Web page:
Georgetown announced the resignation of Pat Henner as director of its men’s and women’s track and field and cross-country teams, as well as self-imposed sanctions against the program, in the wake of two separate investigations launched after allegations of sexual misconduct and racial bias.

A university-led probe found that members of the men’s track team engaged in inappropriate locker room behavior and produced offensive materials relating to unofficial team events in violation of student conduct policies, according to a statement issued by the university Friday afternoon. The other investigation, conducted by the university’s Office of Institutional Diversity Equity and Affirmative Action, concluded there was no evidence of racial bias within the program.

A separate statement issued by the Georgetown athletic department announcing Henner’s resignation said the investigations found no wrongdoing by Henner or his staff. No replacement was named for Henner, who was head coach the past eight years and an assistant the previous eight years.

“I have always demanded the highest athletic and personal standards for my coaches and student-athletes,” Henner said in the athletic department statement. “I regret that some students engaged in behavior that fell short of these expectations. I recognize the university’s need to move forward with a fresh start, and I do not want to be a distraction in that process.”

The university announced the team will not participate in seven meets this upcoming season as part of the sanctions and will undergo mandatory sensitivity training and “dedicated efforts to building an inclusive and respectful team culture.”

In addition, that statement read: “Moving forward, any member of the men’s track team who is found to violate University policies on hazing, harassment, or sexual misconduct will be immediately dismissed from the team and may be subject to further disciplinary action through the Student Code of Conduct. The men’s locker room will be closed to members of the men’s track team until the Director of Athletics has determined that the team culture has successfully changed.”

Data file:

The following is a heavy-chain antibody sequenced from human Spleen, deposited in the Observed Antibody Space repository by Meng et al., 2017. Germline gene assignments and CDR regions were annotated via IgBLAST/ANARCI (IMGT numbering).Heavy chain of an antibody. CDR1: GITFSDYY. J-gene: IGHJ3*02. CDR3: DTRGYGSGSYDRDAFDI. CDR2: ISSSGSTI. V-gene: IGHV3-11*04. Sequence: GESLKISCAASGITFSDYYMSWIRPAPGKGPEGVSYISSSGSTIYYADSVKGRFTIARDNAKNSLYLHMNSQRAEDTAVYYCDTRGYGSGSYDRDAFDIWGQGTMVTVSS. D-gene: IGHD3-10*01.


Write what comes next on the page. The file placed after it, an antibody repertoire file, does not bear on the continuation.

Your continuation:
Evidence of sexual misconduct within the men’s track and field team initially surfaced in late April. Georgetown at the time released a statement acknowledging its inquiries into the track team following those reports and as charges of racial bias gained traction via social media.

A blog post detailed sexual misconduct among members of the men’s team in its locker room, including the Hoyas Snaxa Awards and the “Scavenger Hunt” listing of acts to be performed. The details are similar to those in a five-page complaint July 6 shared with The Washington Post and submitted by a rising junior on the team who was seeking to expedite the pace of the investigation.

The social-media debate continued to escalate with another blog post, this by a rising junior, who recounted the pride she felt upon signing her scholarship offer to run for Georgetown. Stefanie Kurgatt then described how injury and a deteriorating relationship with her coach scuttled her promise.

Kurgatt wrote about feeling marginalized as a sprinter and as a minority, indicating the coaching staff pressured her to run while injured and that a steady stream of negative comments felt like a tactic that was designed to make her quit. She said in a single year, five Georgetown track athletes, herself included, either left or were dropped from the team, all minorities.

Georgetown graduate Chelsea Cox, however, offered a contrasting recollection of her years on the track team than the one Kurgatt, a former teammate, described in her blog post.

“Your story is not my story,” Cox wrote. “My point is not to say that racism doesn’t exist at Georgetown University. I know that it does, I have experienced it. What I certainly know is that racism does not exist in the coaching staff and it is not tolerated by any of the coaches at Georgetown.”